Most commercial truck drivers are required to have commercial driver’s licenses (CDLs), but there are occasions in which non-CDL drivers may operate certain commercial vehicles in more limited circumstances. Non-CDL drivers may be using vehicles for commercial purposes, and CDLs may not be required for the operation of certain trailers or other utility vehicles.
The commercial vehicles being operated may still be subject to state or federal regulations, with the primary consideration often being a vehicle’s gross vehicle weight rating (GVWR). Under 49 Code of Federal Regulations (CFR) § 390.5, a commercial motor vehicle is defined as being any self-propelled or towed motor vehicle used on a highway in interstate commerce to transport passengers or property when the vehicle:
- Has a GVWR or gross combination weight rating of 10,001 pounds or more
- Is designed or used to transport more than 8 passengers, including the driver, for compensation
- Is designed or used to transport more than 15 passengers, including the driver, but not for compensation
- Is used to transport hazardous material
Department of Transportation (DOT) post-accident testing is only performed when commercial vehicles required CDLs. Non-CDL operated vehicles are generally not subject to DOT testing.
Handheld Devices, BAC Levels, and Hours-of-Service Restrictions for Non-CDL Drivers
Non-CDL drivers are still subject to many of the same restrictions placed on CDL drivers, primarily the ban on handheld devices such as cell phones during the operation of a commercial vehicle. Non-CDL drivers are also prohibited from using drugs or alcohol before driving, and still face the same lower blood alcohol concentration (BAC) limits that apply to truck drivers under federal law.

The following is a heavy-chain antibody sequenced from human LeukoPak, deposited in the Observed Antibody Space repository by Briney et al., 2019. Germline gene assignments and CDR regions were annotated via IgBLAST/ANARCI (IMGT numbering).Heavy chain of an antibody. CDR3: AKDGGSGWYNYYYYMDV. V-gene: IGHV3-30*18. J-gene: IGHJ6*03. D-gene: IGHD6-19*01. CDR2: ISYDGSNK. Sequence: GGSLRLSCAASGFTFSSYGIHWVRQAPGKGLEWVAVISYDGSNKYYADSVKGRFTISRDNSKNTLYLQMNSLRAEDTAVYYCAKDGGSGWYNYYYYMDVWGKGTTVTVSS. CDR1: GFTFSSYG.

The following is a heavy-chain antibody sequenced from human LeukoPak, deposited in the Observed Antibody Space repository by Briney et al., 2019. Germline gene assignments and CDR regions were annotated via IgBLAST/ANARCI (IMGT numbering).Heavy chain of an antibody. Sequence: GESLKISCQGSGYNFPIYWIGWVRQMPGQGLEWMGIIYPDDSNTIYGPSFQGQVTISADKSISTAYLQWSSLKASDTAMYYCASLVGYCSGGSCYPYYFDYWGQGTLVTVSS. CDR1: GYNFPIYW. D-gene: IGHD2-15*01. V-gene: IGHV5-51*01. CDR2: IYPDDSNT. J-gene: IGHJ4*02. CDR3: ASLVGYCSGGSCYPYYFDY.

The federal Hours of Service rules also apply to non-CDL drivers, but the one major catch with non-CDL drivers is that they are not required to maintain daily logs. There is a common exception provided for short-haul drivers who operate only within 150 air-mile radiuses, as employers only must keep records of when employees reported for work and were released.
The Federal Motor Carrier Safety Administration (FMCSA) told the National Transportation Safety Board (NTSB) in June 2013 that there could be benefits to requiring 10-year driving history reviews for non-CDL holders, but the agency did not have information or data to quantify such safety benefits. FMCSA also stated that motor carriers employing non-CDL drivers can reasonably set higher standards for the employment background checks on these drivers and request a 10-year employment history.
All trucking companies still need to properly vet their non-CDL drivers, including performing criminal and employment background checks, reviewing motor vehicle certifications, and performing pre-employment drug screening. Safety programs can also be beneficial for non-CDL drivers to encourage safe performance and also offer some level of training for drivers who receive citations or are involved in accidents.
Employers who do not keep records for their non-CDL drivers may be in violation of federal law. There can also be some concern about non-CDL drivers who drive for multiple employers and may then be operating in violation of Hours of Service rules because employers may be unaware of previous time that a driver was operating a vehicle for another company.
Contact a New York Truck Accident Lawyer
Were you hurt in a collision with a commercial truck driver who did not have a commercial driver’s license? You could be owed significant compensation, but securing it could be challenging. Be sure to hire a legal team with the right experience to handle your case correctly. Contact the New York and Long Island truck accident lawyers of Finz & Finz, P.C., at 1-855-TOP-FIRM to schedule a free case evaluation to discuss your case.